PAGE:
Now, we show that 12 g of carbon will contain 6.02214076×1023 atoms.
One atom of C is 12 times as massive as H. That is mC = 12 mH.
So q atoms of C will weigh q 12 mH. In other words, q atoms of C will weigh 12 q mH.
Now, if we take q = 6.02214076×1023 , then q mH will be equivalent to a mass of 1 g.
So, 6.02214076×1023 atoms of C will weigh 12 q mH = 12 x 1 g = 12 g.
The same argument goes to any other element, and hence a mole of a substance comprises of an amount of that substance equal numerically to the molecular mass in grams of that substance.
The molar mass of a substance is the mass of a sample, in grams (or kilograms), divided by the number of moles of the substance in that sample, and expressed in units of grams (or kilograms) per mole. This is a characteristic property of the substance; numerically, it is equal (for all practical purposes) to the mean mass of one molecule, expressed in atomic mass units. Thus, for example, the molar mass of water is 18.015 g/mol. Other methods include the use of the molar volume or the measurement of electric charge.
Conversely, the number moles of a substance in a sample can be obtained by dividing the mass of the sample by the molar mass of the compound. For example, 100 g of water is about (100 g)/(18.015 g/mol) = 5.551 mol of water.
The mass of one mole of a substance depends not only on its molecular formula, but also on the proportions within the sample of the isotopes of each chemical element present in it. For example, the mass of one mole of calcium-40 is 39.96259098±0.00000022 grams, whereas the mass of one mole of calcium-42 is 41.95861801±0.00000027 grams, and of one mole of calcium with the normal isotopic mix is 40.078±0.004 grams.
The molar concentration of a solution of some substance is the number of moles per unit of volume of the final solution (which may be slightly different from the amount of solvent in it).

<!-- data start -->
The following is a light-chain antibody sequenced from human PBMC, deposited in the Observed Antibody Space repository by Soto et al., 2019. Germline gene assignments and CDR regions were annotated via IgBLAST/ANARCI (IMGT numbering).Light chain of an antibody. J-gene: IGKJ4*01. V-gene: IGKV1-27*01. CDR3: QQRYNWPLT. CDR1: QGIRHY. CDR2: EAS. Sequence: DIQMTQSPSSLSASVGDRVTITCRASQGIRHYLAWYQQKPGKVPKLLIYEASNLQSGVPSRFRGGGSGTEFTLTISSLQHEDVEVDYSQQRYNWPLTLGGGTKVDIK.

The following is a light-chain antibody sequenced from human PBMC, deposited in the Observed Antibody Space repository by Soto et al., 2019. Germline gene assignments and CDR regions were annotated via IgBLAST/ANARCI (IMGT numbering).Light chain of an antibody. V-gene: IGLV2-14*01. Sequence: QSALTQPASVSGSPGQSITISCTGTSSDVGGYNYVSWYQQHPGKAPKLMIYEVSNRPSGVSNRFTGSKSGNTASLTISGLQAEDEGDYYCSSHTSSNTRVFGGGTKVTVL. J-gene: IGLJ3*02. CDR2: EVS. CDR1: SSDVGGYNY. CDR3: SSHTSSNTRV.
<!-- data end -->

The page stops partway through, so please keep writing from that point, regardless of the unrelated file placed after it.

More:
The SI units for molar concentration are mol/m3. However, most chemical literature traditionally uses mol/dm3, or mol dm−3, which is the same as mol/L. These traditional units are often denoted by a capital letter M (pronounced "molar"), sometimes preceded by an SI prefix, for example, millimoles per litre (mmol/L) or millimolar (mM), micromoles/litre (μmol/L) or micromolar (μM), or nanomoles/L (nmol/L) or nanomolar (nM).
The demal (D) is an obsolete unit for expressing the concentration of a solution. It is equal to molar concentration at 0 °C, i.e., 1 D represents 1 mol of the solute present in one cubic decimetre of the solution at 0 °C. It was first proposed in 1924 as a unit of concentration based on the decimetre rather than the litre; at the time there was a factor of 1.000028 difference between the litre and the cubic decimetre. The demal was used as a unit of concentration in electrolytic conductivity primary standards. These standards were later redefined in terms of molar concentration.
When expressing the molar concentration of solutions of a substance that may undergo partial dissociation or hydration, "one mole" usually means "one mole of the original substance before dissolution". Thus, for example, a "0.5 molar solution of hydrogen chloride" is obtained by dissolving 0.5 moles of HCl in enough water to make 1 litre of solution; even though most HCl molecules will dissociate into H
ions in the liquid. Likewise, one litre of a "0.5 molar solution of formaldehyde" will actually contain some methanediol, some formaldehyhde, metaformaldehyde, other oligomers and polymers.